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“You can have the best legal strategy in your head, but if you don’t tell the right people about it, nothing is going to come of it,” says Patricia Osoko. “It really comes to figuring out who needs to know what, and then to help those people understand the risks and get on board.”
A stellar communicator, Patricia has a natural ability to put a human face on challenges with no easy answers. “What I really love about the job is working as part of the team with business development and operations people to move a business project forward,” she says.
Trained as a corporate and commercial lawyer, Patricia has honed her skills in the highly regulated energy industry, handling cross-border transactions, entity compliance and corporate governance.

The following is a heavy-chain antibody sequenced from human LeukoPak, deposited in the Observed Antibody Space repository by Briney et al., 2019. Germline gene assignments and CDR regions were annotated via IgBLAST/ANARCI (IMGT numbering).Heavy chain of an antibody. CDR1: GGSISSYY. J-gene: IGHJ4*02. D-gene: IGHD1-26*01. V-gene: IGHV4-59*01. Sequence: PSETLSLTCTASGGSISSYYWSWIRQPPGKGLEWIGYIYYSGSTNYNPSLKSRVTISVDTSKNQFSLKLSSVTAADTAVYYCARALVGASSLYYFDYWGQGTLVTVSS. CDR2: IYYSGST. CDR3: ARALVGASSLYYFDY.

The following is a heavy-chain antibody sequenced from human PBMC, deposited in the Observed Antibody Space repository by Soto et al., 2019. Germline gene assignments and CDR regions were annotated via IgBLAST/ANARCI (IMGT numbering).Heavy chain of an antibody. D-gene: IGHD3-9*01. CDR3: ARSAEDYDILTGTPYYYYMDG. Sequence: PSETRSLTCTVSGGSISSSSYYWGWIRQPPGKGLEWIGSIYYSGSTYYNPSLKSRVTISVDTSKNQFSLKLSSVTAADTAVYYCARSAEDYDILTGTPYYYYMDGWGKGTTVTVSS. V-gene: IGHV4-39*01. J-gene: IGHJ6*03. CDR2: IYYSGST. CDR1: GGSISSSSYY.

She’s also passionate about designing creative ways to promote a business culture of ethics and integrity. Regardless of the industry, companies in today’s environment need to be proactive about their compliance programs to thrive, she says. Still, it takes an open company culture to succeed at it, which on a human level requires a deft touch.
In her spare time, Patricia, who is an accomplished musician, plays the violin and viola. She also an outdoor enthusiast who enjoys traveling the world, skiing, biking and paddling.